But Robert Fripp always knew what he was doing. And in the end, he created with the new King Crimson a curious piece of plastic where everything seems violent and undisciplined, but it isn't. Nothing is the way it seems, just like the cover, an intrincate pattern of lines and knots. The melodies try to escape from the tempos, just to come back to them again and go away. the music creates circles inside the circles, as a continuum into the psyche of the listener. Bruford plays at his limit, trying to keep the beats as much as coherently possible, while Levin, Belew and Fripp go outside that tempo, in different progressions. Trying to explain how is easy: following patterns of musicianship already developed year after year, when and where is easy: England, 1981. Why is impossible to tell. Robert Fripp and his henchmen were always a mistery for me.
First, there's "Elephant Talk", again, Adrian Belew trying to turn King Crimson into Talking Heads. We love Belew more than David Byrne, so be it. Fripp helped Byrne with the Head's Fear Of Music album in 1979. You skip into "Frame By Frame" and the scatter of the guitar surrounding the stick bass lines makes you enter into an old movie theater. "Matte Kudasai" explores South Pacific melodic lines, tending to go into Japan. For "Undiscipline", the music is more complicated, repetitive and scary, therefore is fun to listen to. "I repeat myself when I'm distress" is the pattern. Belew could be the Louis Armstrong of the Progressive Rock. At least, the singin' one. There are a lot of instrumentalists. You confirm that with "Thela Gun Jeet Heet", the dance number of the album. How can you dance to this? Following the guitar or the drums? They're going in different directions! I don't know, ask Belew. Fripp won't answer.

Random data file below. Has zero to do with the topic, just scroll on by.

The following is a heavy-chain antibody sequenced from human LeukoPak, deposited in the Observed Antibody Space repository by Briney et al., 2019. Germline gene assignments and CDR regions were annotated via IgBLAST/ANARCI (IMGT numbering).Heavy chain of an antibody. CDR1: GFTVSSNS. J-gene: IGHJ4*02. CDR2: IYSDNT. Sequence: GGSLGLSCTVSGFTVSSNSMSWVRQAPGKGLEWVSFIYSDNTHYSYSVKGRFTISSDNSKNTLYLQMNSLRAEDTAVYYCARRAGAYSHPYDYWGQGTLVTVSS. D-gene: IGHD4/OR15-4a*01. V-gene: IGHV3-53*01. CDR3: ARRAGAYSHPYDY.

But Fripp doesn't let Belew sing a single line in the top song of this album, "The Sheltering Sky". The guitar arpeggios are superb, always in minor keys and going with numbers 7, 9, 13 and augmented. Circling the bass lines that seem to be, once again, the cornerstones of the tracks. Levin gives too much power in this album, that's for sure.
In theory, this is not as good as In the Court of the Crimson King or Islands, but represents a big cornerstone in the evolution of a faction called "Progressive Rock" and represents the link between this genre and the "Alternative" sound that bands like Primus and Phish used to play in the early nineties.
Discipline will be around forever, making circles, making us going for something better. Not an end, but a meaning towards and end.